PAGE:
You’ve come up with the idea for your award-winning video, and you’re ready to shoot your film when you realize … this might cost some money.  You, like ourselves, will likely skip this step on most of you first films.  You’re motivated to make these films and you work extra jobs to get money for cameras, editing stations and a killer web site.  But there comes a day, when you need to make this hobby start paying for itself. 

Finding money to make films can easily be a full time job.  The sooner you start learning how to ask for and raise money, the better.  Not only will your friends and family appreciate not having to worry about your financial well-fell, but you’ll be able to make better films as money really helps in a production.

With that said, you can make great films with a limited budget, something we hope to express through this web-site.

When looking for funds to produce your video I recommend looking your end goals first.  Ask yourself the following questions.

  1. Who is the end audience of my film?
  2. Where will this film be shown?
  3. Is my film going to benefit anyone or any group in particular?
  4. Are there any groups I know that give money to projects like this?

Your options then become:

  1. Private individuals
  2. Private company
  3. Grants (Government or Nonprofit)
  4. Your own money

I hope you can see the practicality of these questions.  They should open your eyes to potential sponsors if your business mind is exercising its muscles.  If not, let me explain with an example of one of my first trips.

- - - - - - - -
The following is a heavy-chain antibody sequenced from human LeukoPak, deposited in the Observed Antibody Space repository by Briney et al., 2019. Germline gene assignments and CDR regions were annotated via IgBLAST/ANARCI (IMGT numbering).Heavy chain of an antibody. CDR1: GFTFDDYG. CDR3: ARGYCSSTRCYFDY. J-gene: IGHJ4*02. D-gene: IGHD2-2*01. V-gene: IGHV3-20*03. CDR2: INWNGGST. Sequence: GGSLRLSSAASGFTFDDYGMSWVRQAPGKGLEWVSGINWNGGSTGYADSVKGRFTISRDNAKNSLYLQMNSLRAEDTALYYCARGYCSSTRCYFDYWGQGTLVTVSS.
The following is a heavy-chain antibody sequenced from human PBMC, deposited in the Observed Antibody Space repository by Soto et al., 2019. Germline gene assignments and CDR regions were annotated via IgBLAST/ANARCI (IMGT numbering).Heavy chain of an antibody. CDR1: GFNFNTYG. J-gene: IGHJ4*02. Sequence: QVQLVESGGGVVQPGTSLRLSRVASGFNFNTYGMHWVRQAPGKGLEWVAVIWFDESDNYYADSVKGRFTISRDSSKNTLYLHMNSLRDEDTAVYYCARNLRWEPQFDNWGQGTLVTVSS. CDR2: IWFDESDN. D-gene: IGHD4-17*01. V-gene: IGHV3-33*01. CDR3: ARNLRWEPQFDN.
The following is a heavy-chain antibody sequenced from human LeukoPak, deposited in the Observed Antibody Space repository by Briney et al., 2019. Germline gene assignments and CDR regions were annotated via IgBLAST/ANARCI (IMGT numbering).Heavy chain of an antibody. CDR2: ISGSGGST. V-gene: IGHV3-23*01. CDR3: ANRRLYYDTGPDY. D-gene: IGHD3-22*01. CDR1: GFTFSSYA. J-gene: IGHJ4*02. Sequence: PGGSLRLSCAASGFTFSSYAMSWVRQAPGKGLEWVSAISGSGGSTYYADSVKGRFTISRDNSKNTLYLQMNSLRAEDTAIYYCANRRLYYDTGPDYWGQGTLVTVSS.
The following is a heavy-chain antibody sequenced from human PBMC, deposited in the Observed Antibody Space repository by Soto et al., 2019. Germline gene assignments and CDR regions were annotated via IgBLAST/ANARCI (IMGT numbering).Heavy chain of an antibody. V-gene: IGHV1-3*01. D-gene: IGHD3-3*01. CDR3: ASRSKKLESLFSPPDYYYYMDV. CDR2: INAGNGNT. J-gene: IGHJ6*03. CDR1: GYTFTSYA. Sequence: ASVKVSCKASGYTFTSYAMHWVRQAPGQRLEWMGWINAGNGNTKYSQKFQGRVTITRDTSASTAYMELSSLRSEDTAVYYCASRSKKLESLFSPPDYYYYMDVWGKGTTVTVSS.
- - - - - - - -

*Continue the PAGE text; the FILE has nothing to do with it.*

In the Spring of 2004 I came up with the idea to cycle from Seattle to Anchorage Alaska, a trip of around 2,000 miles.  The goal was to document diversity along this wild stretch of land while raising money for a non-profit called seacology.  Here are the answers to my questions

  1. Audience: The audience of the film are middle-aged outdoorsy, tech types that like to live vicariously though our adventure.
  2. Delivery Method: The film would be shown as a series of web-casts (this was before podcasting, or I’d have been broadcasting through this vehicle).
  3. Beneficiaries: The film would clearly help a few groups.  A) Seacology, whom I was riding for b) the businesses whose bikes and trailers I road with along the way c) Alaskan and Canadian tourism agencies.
  4. Funding Agencies? My university arts and sciences granting agency.

I started by contacting friends and family to donate to the project.  I then contacted the companies who had the equipment I was going to be using.  I applied for the grant from the university.  Everyone was extremely interested.  Unfortunately for me, I started raising money 2 weeks before I left.  Short story was I used my credit card to get me to Alaska, which brings me to my first major suggestion: 

Raise money early

My second major suggestion is to forget your fear of being rejected and ASK. 

It never hurts to ask.

My last suggestion is to start to learn how to socialize.  If you don’t already have this skill, you’ll have to learn it.  I can’t tell you how many contacts you can get from chatting with someone at a party.  Often they have connections with people who can get you money.  Suggestion 3:

Learn to socialize.

Finally, many filmmakers will tell you to never spend your own money on a film.  Its probably a wise choice, but if you’re passionate about it, I encourage you to do it on your own. Eventually, your stellar work will be in great demand. Besides, filmmaking today can be fairly inexpensive.  Its just our time that limits us.  My last advice if all else fails.

Find a sugar daddy (or sugar mama)!


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